What is a Franchise? That’s a question that comes up a lot in my work. We have both a legal analysis and a common definition for franchises.
What is a Franchise, Commonly?
Broadly speaking, a franchise is a business relationship where you pay someone to operate under their brand. The franchisor does not own your business, but does set certain terms and collect payment in exchange for the goodwill and other services they provide you.
For example, let’s say you want to open a Subway franchise. Subway will require that you pay an upfront fee plus weekly fees based on sales plus a set weekly price. Subway, like most larger franchises, base your cost on the area you’re getting exclusivity over. In return, you get to use their brand, advertising (which you actually pay for), technology, and all the support you need to run your business. They often even provide access to accounting and other back office services.
What is a Franchise, Legally?
The FTC has some very strict regulations for franchises. Additionally, many states require that franchises register in that state before any franchisee is permitted to operate in that state. These regulations are a very complex , and therefore awfully costly. If you’re going to sell franchises in the United States, you are required to prepare a Franchise Disclosure Document (FDD) for your perspective franchisees. This document is often hundreds of pages long.
Legally, what is a franchise? That’s the question we’re addressing. There are three elements that must be met:
- Promise to provide a trademark or other commercial symbol;
- Promise to exercise significant control or provide significant assistance in the operation of the business; and
- require a minimum payment of at least $500 in during the first six months of operation.
Let’s cover each of these separately.
Trademark or Other Commercial Symbol
This is one of the easier criteria. Under our Subway example, if you’re allowed to use the term “Subway” or any of their identifying marks, that fulfills this prong of the test.
Significant Control or Assistance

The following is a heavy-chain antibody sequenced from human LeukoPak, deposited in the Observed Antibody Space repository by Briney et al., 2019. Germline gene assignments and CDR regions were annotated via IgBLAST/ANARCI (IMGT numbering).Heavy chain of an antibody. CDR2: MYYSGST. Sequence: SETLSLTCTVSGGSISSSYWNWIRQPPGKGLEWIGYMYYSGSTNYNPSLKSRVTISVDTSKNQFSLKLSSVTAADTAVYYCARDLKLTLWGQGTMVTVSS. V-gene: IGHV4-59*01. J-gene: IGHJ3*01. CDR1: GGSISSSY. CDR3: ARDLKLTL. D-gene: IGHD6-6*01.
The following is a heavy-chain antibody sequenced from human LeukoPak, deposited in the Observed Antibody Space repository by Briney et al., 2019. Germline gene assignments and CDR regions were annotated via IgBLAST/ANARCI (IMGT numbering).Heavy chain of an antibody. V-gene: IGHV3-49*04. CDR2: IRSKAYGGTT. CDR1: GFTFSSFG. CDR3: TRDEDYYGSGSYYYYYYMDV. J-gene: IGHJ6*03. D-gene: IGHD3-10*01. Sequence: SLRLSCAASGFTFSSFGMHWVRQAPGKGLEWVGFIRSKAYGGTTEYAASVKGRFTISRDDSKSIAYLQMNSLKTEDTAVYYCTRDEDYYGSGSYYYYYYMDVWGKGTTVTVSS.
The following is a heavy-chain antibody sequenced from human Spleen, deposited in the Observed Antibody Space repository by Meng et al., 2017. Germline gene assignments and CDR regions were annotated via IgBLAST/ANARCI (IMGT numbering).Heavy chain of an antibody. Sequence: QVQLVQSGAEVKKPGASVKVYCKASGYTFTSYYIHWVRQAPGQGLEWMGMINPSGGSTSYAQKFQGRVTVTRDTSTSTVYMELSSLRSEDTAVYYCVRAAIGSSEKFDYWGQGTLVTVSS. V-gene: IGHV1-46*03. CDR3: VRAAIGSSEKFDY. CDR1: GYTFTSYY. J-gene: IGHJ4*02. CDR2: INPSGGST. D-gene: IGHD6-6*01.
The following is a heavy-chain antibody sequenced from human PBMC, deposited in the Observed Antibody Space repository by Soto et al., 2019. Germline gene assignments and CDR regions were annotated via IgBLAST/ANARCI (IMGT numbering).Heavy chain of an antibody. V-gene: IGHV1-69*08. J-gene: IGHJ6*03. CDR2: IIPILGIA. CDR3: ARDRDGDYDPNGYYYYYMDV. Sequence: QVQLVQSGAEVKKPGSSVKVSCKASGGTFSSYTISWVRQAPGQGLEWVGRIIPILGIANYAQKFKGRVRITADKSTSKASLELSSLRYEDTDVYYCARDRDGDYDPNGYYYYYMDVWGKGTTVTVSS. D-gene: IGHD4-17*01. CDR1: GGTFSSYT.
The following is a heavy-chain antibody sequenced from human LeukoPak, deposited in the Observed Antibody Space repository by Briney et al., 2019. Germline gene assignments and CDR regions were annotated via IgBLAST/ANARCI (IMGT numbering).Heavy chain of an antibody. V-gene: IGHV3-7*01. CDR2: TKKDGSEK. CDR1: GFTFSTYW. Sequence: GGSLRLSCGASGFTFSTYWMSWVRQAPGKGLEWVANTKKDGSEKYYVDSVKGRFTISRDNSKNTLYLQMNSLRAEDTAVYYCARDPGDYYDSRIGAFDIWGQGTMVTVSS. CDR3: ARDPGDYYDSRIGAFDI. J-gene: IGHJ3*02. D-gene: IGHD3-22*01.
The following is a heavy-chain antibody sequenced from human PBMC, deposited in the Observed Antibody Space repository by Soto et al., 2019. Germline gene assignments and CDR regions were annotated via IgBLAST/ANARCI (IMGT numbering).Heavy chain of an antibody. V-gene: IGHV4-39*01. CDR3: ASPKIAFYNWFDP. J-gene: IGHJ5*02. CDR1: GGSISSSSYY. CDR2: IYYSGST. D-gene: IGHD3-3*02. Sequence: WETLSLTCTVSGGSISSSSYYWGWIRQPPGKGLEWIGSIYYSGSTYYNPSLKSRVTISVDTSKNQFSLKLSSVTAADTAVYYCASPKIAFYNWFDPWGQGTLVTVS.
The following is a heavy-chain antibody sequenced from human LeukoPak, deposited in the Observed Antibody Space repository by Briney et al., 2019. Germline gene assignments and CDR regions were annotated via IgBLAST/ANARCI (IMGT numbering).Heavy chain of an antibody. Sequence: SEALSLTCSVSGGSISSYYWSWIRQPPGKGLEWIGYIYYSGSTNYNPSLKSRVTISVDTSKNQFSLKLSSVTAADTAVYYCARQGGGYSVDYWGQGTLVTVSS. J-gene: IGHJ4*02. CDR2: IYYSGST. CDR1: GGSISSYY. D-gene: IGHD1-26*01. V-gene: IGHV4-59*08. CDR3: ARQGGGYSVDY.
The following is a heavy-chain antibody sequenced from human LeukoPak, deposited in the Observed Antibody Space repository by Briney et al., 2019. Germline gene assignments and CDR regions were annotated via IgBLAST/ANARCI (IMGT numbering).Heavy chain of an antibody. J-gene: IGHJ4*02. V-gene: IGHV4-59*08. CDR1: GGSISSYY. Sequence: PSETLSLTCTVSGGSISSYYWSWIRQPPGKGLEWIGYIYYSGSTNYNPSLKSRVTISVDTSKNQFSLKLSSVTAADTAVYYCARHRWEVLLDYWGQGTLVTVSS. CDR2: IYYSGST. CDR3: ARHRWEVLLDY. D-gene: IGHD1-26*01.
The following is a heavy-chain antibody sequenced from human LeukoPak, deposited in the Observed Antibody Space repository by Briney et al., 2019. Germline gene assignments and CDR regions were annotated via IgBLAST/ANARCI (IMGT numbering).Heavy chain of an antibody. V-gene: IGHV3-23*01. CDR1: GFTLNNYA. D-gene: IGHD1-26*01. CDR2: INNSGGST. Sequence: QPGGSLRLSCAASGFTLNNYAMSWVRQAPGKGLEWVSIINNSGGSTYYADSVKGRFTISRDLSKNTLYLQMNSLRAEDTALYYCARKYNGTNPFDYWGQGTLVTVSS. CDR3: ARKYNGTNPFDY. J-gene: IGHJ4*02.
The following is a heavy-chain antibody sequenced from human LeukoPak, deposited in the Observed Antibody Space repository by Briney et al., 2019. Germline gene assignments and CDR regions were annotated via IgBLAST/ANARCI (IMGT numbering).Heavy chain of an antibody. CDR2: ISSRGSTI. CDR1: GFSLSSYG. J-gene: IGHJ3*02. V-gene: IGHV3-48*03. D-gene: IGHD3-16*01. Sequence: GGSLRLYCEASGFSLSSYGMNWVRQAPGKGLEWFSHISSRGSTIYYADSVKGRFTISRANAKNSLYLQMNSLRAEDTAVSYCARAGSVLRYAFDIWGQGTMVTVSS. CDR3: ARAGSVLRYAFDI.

This is the hardest criteria to cover because this is where people try to cheat. In most cases, you know this when you see it. However, businesses who try to avoid having to provide the FDD or registration will argue what “significant” means.
The FTC has provided a nonexclusive list. Ultimately, it is up to the FTC and courts to determine when something falls in this category.
Control is significant in instances including:
- site approval for unestablished businesses;
- site design or appearance requirements;
- hours of operation;
- production techniques;
- accounting practices;
- personnel policies;
- promotional campaigns requiring franchisee participation or financial contribution;
- restrictions on customers; and
- locale or area of operation.
Significant types of assistance include:
- formal sales, repair, or business training programs;
- establishing accounting systems;
- furnishing management, marketing, or personnel advice;
- selecting site locations;
- furnishing systemwide networks and websites; and
- furnishing a detailed operating manual.
These are not exclusive lists, and you can see that they’re fairly broad.
The FTC has made it clear that the payment element means almost any payment whatsoever. It doesn’t matter if you think you can get around it by reclassifying the payment as something else. The FTC has thought of most scenarios and has determined this element should be read as broadly as possible.
For example, if you’re instructed to pay for a $500 training, that counts. Additionally, if you don’t have to pay for six months, but you do have to buy supplies from the franchisor, that counts. They’ve even addressed what happens if you pay a third party that eventually gets to the franchisor.
Federal Disclosure Document
As you can see from the image above, the FDD requires a lot of information! It’s no small task to turn your business into a franchise. Not only do you have to do all the work of preparing the FDD, but you need to have good enough records in all these areas to be able to clearly articulate them.
For example, if you want to control where your franchisees can get certain computer systems, inventory, or other services from, it has to be listed in the FDD. Therefore, you better have done your research as to what’s best, if it’s available where you’ll have franchisees, and any other restrictions on it.
This is Not a License Agreement
The most common issue I see come up is businesses that make these arrangements, but they try to do it as a license agreement instead of a franchise.
License agreements look like this: You pay $X as a flat rate, percentage rate, or otherwise, and you get to use the trademarked or copyrighted content. The only restrictions that can be placed have to be for the protection of the content itself. For example, if you license Moana artwork from Disney, they can limit how you display Moana. What they cannot do is tell you how to run your business. If they did, that would be substantial control pushing this into franchise territory.
Yes, there are a lot of exemptions to this rule because there are scenarios where the franchise rule wouldn’t make sense. For example, a franchisor is exempted from these rules if they’re selling a franchise to a large organization like a hospital, airport, or university. The FTC has decided those large organizations are sophisticated enough, they don’t need the protections of the Franchise Rule.
Whereas the criteria for falling into the Franchise Rule are very broad, the exemptions are very specific. The situation has to match exactly or it does not qualify for the exemption.
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